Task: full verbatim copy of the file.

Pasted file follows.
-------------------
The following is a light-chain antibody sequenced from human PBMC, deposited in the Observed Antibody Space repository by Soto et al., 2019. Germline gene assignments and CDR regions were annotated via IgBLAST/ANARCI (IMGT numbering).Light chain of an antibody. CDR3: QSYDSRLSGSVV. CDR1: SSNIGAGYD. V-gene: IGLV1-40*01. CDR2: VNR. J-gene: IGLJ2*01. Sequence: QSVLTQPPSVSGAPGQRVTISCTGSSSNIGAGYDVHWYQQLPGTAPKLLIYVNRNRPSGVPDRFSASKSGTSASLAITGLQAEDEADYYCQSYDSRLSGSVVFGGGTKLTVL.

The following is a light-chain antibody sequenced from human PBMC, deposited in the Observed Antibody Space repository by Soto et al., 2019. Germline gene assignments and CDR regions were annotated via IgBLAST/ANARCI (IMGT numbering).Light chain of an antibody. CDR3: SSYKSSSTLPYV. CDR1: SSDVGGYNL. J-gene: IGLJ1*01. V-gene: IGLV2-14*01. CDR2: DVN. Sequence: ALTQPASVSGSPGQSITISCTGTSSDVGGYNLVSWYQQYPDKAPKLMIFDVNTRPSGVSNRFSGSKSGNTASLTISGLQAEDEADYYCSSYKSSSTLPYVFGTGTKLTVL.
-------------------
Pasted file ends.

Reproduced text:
The following is a light-chain antibody sequenced from human PBMC, deposited in the Observed Antibody Space repository by Soto et al., 2019. Germline gene assignments and CDR regions were annotated via IgBLAST/ANARCI (IMGT numbering).Light chain of an antibody. CDR3: QSYDSRLSGSVV. CDR1: SSNIGAGYD. V-gene: IGLV1-40*01. CDR2: VNR. J-gene: IGLJ2*01. Sequence: QSVLTQPPSVSGAPGQRVTISCTGSSSNIGAGYDVHWYQQLPGTAPKLLIYVNRNRPSGVPDRFSASKSGTSASLAITGLQAEDEADYYCQSYDSRLSGSVVFGGGTKLTVL.

The following is a light-chain antibody sequenced from human PBMC, deposited in the Observed Antibody Space repository by Soto et al., 2019. Germline gene assignments and CDR regions were annotated via IgBLAST/ANARCI (IMGT numbering).Light chain of an antibody. CDR3: SSYKSSSTLPYV. CDR1: SSDVGGYNL. J-gene: IGLJ1*01. V-gene: IGLV2-14*01. CDR2: DVN. Sequence: ALTQPASVSGSPGQSITISCTGTSSDVGGYNLVSWYQQYPDKAPKLMIFDVNTRPSGVSNRFSGSKSGNTASLTISGLQAEDEADYYCSSYKSSSTLPYVFGTGTKLTVL.